But he is difficult for a stranger to know. "To get anything out of Jack," says his wife, Betty, "is like fishing—you've got to reel in the line. He's not shy, but he is quiet." His business manager, Phil Kerr, says poignantly, "Underneath it all, he is human."
Brabham is a superb mechanic and a cum laude student of racing machines, as even his severest critics admit. And since nobody has yet built a perfectly reliable car, these assets count every bit as much as driving skill. Jack's home-built racer is powered by an eight-cylinder engine from Repco, an industrial concern in Melbourne. Compared to other power plants on the Grand Prix circuits, the Repco is a deceptively simple thing. It has neither the sophistication of the new 16-cylinder BRM engine that Clark, Hill and Stewart used Sunday, nor the potential of the 12-cylinder Honda and Weslake. All the Repco-Brabhams do is win.
This season brought a switch in the Grand Prix formula from a 1.5-liter engine to one twice as big. The result—standard when engines are changed—was chaos. "It usually takes a year to get a new engine to where it's bulletproof," said Gurney. With just one race left on the calendar (in Mexico City, October 23), only Brabham has yet produced a reliable three-liter engine.
Brabham eschewed the complicated and the unproved, choosing instead an engine that is essentially a racing version of the defunct Oldsmobile aluminum V-8, a sturdy unit meant for passenger cars. While the other factory teams wallowed in experimentation, Brabham, in effect, stole the 1966 championship.
He did not finish the season's first race at Monaco on May 22, but three weeks later, in the rain-plagued Belgian Grand Prix, Brabham was fourth and picked up his first three points toward the title. Then came a remarkable streak. In a month and four days he won four consecutive Grands Prix—at Reims, France; Brands Hatch, England; Zandvoort, Holland; and on the N�rburgring in Germany. At Monza, Surtees and Stewart, the only drivers who could have caught Brabham, were eliminated from the championship fight when they, like Jack, did not finish the race.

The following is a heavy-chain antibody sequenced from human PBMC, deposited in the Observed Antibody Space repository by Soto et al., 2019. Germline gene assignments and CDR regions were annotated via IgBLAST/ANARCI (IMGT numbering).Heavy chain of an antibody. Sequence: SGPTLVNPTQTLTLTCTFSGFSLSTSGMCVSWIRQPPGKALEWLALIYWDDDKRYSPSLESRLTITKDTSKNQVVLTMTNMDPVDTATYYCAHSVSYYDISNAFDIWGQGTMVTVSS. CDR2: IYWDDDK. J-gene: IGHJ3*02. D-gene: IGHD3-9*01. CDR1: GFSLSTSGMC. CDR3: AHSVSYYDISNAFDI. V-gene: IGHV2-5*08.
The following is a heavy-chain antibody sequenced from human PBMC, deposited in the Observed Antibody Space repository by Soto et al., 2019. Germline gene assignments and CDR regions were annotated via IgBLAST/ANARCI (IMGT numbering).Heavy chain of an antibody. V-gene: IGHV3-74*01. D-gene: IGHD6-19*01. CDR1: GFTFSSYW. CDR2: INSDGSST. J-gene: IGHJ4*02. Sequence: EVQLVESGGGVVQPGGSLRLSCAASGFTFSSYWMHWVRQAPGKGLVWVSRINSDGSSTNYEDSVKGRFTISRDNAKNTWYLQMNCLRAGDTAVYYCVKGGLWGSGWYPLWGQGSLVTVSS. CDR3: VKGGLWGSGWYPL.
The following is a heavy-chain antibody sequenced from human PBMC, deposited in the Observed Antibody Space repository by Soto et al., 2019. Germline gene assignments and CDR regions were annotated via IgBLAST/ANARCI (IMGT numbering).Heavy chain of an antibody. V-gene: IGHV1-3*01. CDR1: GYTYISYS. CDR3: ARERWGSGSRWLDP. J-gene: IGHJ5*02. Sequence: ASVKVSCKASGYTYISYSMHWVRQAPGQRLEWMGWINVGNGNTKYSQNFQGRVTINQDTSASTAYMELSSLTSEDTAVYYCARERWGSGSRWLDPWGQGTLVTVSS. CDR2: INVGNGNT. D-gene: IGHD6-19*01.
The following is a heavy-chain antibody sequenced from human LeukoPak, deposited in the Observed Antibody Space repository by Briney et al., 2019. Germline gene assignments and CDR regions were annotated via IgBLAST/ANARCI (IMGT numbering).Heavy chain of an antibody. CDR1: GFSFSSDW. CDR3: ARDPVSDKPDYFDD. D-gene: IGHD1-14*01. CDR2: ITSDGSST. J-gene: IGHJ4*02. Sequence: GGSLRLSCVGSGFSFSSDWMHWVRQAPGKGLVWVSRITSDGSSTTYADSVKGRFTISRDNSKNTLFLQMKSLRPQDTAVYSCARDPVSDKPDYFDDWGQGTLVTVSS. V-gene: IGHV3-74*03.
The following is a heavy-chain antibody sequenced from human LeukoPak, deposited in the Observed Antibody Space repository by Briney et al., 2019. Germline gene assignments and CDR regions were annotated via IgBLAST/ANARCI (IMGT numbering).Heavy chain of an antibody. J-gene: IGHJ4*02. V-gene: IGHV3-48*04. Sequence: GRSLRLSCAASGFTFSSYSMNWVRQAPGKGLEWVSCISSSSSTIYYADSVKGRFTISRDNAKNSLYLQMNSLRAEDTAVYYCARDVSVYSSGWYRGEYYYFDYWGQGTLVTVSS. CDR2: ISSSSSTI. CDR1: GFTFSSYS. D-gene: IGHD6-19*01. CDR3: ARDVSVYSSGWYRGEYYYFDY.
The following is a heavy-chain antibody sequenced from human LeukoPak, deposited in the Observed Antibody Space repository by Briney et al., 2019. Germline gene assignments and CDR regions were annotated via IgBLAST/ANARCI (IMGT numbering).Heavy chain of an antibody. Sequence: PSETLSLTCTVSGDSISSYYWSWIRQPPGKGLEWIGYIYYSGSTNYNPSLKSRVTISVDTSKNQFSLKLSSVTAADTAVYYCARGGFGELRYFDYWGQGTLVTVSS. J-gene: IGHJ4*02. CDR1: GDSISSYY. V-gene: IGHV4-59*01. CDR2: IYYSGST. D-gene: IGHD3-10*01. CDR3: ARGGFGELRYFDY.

At the Glen there were a few hopeful signs that somebody else had finally figured how to make a three-liter engine perform quickly over a reasonable period of time. During trials no fewer than 14 of the 19 drivers broke the existing practice-lap record of one minute 11.16 seconds (116.36 mph) for the 2.3-mile course set by Clark in a Lotus-Climax last year.
Most of the top qualifying was done on Friday in the face of a bitter wind that forced at least one driver—Gurney—to wear a topcoat over his fireproof racing suit during part of practice. Lorenzo Bandini, driving the only Ferrari entered, had the best speed of the day, 120.577 mph, followed closely by Hill and Surtees. Bandini kept the pole until the last hour of qualifying on Saturday, when Brabham, who practiced very little the second day, went out just before the track's close and turned in a 121.017. Clark, meanwhile, also slipped in a fast lap and wound up beside Brabham on the first row.
Right up until the start on Sunday afternoon there was doubt as to which of two cars Clark would choose to drive. He very nearly took an old two-liter Lotus-Climax that he had campaigned unsuccessfully this season, but at the last moment he and Team Manager Colin Chapman wheeled out a Lotus-BRM.
As the race began—in sunshine, for a change—Bandini, Brabham. Clark and Surtees broke from the grid, and while they did not exactly leave the rest of the field behind, it became clear that the winner would come from this quartet. Bandini's margin over Brabham was never more than three car lengths in the early stages and on the 10th lap Brabham passed the Italian in the 90� turn that sends the drivers sliding into the short pit straightaway.
Surtees, meanwhile, had an unfortunate encounter with Peter Arundell, who was driving the Lotus Clark had given up. Neither car was damaged, but the 1964 world champion lost three laps in the pit checking his over.